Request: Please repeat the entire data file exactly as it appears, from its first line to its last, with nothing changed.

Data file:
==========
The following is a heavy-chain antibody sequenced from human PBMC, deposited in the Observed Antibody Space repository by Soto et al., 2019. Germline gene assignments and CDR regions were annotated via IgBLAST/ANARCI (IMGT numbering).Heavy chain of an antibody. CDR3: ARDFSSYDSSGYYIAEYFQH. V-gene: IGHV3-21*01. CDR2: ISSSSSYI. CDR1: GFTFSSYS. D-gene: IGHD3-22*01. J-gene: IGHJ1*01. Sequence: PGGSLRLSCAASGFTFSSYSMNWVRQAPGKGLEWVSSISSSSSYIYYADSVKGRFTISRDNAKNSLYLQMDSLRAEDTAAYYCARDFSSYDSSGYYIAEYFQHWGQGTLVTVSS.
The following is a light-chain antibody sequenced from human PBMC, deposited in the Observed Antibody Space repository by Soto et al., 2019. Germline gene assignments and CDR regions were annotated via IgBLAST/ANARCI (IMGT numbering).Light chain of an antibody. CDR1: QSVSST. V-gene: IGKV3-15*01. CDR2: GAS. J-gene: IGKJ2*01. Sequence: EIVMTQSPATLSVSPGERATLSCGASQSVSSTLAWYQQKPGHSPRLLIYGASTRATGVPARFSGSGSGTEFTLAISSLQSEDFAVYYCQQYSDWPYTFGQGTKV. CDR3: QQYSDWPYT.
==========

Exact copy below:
The following is a heavy-chain antibody sequenced from human PBMC, deposited in the Observed Antibody Space repository by Soto et al., 2019. Germline gene assignments and CDR regions were annotated via IgBLAST/ANARCI (IMGT numbering).Heavy chain of an antibody. CDR3: ARDFSSYDSSGYYIAEYFQH. V-gene: IGHV3-21*01. CDR2: ISSSSSYI. CDR1: GFTFSSYS. D-gene: IGHD3-22*01. J-gene: IGHJ1*01. Sequence: PGGSLRLSCAASGFTFSSYSMNWVRQAPGKGLEWVSSISSSSSYIYYADSVKGRFTISRDNAKNSLYLQMDSLRAEDTAAYYCARDFSSYDSSGYYIAEYFQHWGQGTLVTVSS.
The following is a light-chain antibody sequenced from human PBMC, deposited in the Observed Antibody Space repository by Soto et al., 2019. Germline gene assignments and CDR regions were annotated via IgBLAST/ANARCI (IMGT numbering).Light chain of an antibody. CDR1: QSVSST. V-gene: IGKV3-15*01. CDR2: GAS. J-gene: IGKJ2*01. Sequence: EIVMTQSPATLSVSPGERATLSCGASQSVSSTLAWYQQKPGHSPRLLIYGASTRATGVPARFSGSGSGTEFTLAISSLQSEDFAVYYCQQYSDWPYTFGQGTKV. CDR3: QQYSDWPYT.